bikebritain News July 20, 2011

Greatest Cycling Climbs - A Matlock Double Header

A few weeks ago I went to visit a dear friend of mine, Chirpy. Chirpy lives with his (lucky - bare with it, it's a long running joke) fiancé Phillippa, in a placed called Allestree located close to Derby. The location is important because Allestree is relatively near to Matlock - and there are 2 hills there I needed to climb. Earlier that day Simon Warren had tweeted that Riber Road (one of the hills in question), was infact his 'favourite' hill - and let's face it, he should know a thing or two about hills...... Matlock itself is set in a valley, and climbing either side presents a challenge to those powered by the pedal. 

I shoe-horned both the MTB and road bike into the car (honestly, a feat in itself) and drove North. I wasn't sure whether climbing ridiculously steep hills would float Chirpy's boat, so I casually mentioned I'd be going to Matlock first. He immediately saw through my ruse and announced he'd join me on his Mountain Bike. Fair enough. The MTB option might turn out to be a genius idea......

We arrived in Matlock. Well Sainsbury's car park in Matlock actually, and got the bikes ready. The plan was this; cycle up Bank Road first as Simon reckoned that was 'only' 8/10 - a warm up if you will, then head up the 9/10 Riber Road. We set off through town, feeling reasonably confident. Bank road was easy to locate and it started fairly gently. Just don't look ahead. The road disappeared into the heavens......

Bank Road

Apparently, Bank Road is one of the steepest residentual Rosfs on Britain. That fact was quickly lost on me...... I set off one gear off my lowest on the premise the objective was a successful ascent, not the gear I managed it (in). The road climbed quickly but I elected to grind it out in the seat. Chirpy was a little way behind but maintaining a steady pace. I hadn't been on the bike for a fortnight or so, bit I felt pretty good.

You know when a hill is getting steep when the cars go past you in second, slowly. This was exactly where I was. Breathing heavily, I plodded my way past parked houses and potentially dodgy ironwork, using lampposts as markers to the next section of 'ascent'. 

The toughest part of the hill is about 4/5ths of the way up. It caused me to climb out of the saddle and properly exert myself. Thereafter it levelled out and allowed me to get myself together. Chirpy was still going and I had previously agreed I would cycle onwards and do a piece to camera at the very top of the hill. I spun my way to the'summit,took a couple of photos and raced down to hook up with Chirpy who by now was waiting for me. Double thumbs! Bank Road conquered......

Riber Road

The issue with climbing Bank Road first was that it lulled us into a (very) false sense of confidence. We enjoyed an excilerating descent into Matlock and found the start of the Riber climb. Again, it began quite gently....and I realised this was literally the warm up. A signpost a few minutes later denoted Riber Road. It said it was narrow and very steep. Here goes.......

There was nothing else for it, I immediately dropped into my lowest gear. I had 5 bends to aim for, they would be my markers. Simon's description of the first bend was concerning; "insanely steep" was the phrase used. I attacked it with some gusto and was pleasantly surprised. It was ok. Yes, steep, but manageable. Next bend was closeby. I employed similar tactics to The Bank Road ascent; steady plod. I was still on the saddle, that bodes well too. Acceleratedtound the bend and drove the legs. A few houses were perched into the hill on the left and the view was getting steadily more impressive.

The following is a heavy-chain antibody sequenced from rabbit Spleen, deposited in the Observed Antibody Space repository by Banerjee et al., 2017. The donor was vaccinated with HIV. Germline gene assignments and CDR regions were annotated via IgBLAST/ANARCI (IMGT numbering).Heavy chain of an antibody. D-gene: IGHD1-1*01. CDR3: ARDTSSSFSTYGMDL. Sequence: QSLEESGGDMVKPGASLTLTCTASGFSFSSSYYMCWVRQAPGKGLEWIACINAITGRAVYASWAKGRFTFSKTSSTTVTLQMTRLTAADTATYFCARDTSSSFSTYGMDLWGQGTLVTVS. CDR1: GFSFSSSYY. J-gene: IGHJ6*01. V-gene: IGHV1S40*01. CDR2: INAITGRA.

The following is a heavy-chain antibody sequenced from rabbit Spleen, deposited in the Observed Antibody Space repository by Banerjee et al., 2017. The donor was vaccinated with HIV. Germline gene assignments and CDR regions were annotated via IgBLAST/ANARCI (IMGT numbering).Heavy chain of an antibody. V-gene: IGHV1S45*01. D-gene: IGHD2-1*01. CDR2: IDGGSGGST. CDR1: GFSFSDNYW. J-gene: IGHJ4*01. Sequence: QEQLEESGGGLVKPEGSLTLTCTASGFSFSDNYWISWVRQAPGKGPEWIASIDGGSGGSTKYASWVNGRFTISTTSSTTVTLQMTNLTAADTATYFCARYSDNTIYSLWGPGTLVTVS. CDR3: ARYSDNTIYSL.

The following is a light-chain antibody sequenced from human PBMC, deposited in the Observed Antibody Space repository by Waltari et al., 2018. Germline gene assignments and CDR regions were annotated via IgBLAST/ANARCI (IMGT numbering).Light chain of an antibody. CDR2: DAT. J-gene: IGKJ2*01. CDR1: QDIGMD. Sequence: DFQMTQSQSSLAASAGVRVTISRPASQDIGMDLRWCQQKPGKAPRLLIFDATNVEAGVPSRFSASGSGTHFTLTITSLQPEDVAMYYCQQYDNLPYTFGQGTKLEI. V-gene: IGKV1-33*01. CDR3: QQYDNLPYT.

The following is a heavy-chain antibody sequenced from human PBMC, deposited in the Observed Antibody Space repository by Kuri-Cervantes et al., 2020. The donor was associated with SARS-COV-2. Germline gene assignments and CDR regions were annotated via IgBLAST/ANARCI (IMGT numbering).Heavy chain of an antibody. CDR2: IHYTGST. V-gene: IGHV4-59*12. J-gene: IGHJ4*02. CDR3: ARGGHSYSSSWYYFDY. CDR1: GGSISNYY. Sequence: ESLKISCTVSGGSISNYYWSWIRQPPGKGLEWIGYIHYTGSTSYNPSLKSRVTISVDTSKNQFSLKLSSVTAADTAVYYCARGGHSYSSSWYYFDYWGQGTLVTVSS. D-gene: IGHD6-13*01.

It seemed like quite some distance between the second and third bends and I think this is where the legs started to feel the incessant grind. I climbed slowly, with every revolution getting hard than the last. The third and forth bend complex came close together. Approaching the third bend I was now out of the saddle and breathing hard. By the forth I was thinking to myself "How much further?" Lets face it; that's not a good sign. I am always amazed how quickly you can go from feeling ok to just about hanging on' keeping that precious forward momentum intact. It's not the leg burn that's the issue, it's the feeling I can't get enough Oxygen in to power the thighs. When this feeling is present I know I cannot sustain the climbing further.....

As with previous climbs, I dug in. One pedal stroke after another. I crawled to the final bend and returned to the saddle. Riber was levelling out. With my breathing getting back under control I could afford a look around. The view was impressive and the folly at the top of the hill could be seen on the left. Alittle further on the entrance to thd folly appeared, though unfortunately there was no public access. I waited for Chirpy to appear and shortly thereafter he did. Out of breath, he had also made a successful Riber Road ascent, even claiming to have enjoyed it, despite the gradient. 

The descent was fun, though we were constantly hanging off the brakes. After a few photos we returned to civilisation, satisfied with our afternoons work. Riding back through Matlock even the 'normal' hills were steep, so another mission there has definately been penciled in. The climb round the outskirts and ultimately out of the town looks particularly challenging. Maybe I should add that to my 100 climbs book....

It's too early to say if Riber Road will turn out to be my favourite. I think Porlock is still my favourite but that's probably because I want a rematch to show it whose there's the 11/10 rated climb in the West of Scotland. A mission for 2012 and guys from team bikebritain I suspect.....

Words, thumbnail and slider image - bikebritain Ltd

"Greatest Cycling Climbs", written by Simon Warren, Published by Frances Lincoln Ltd, 1st Edition, 2010

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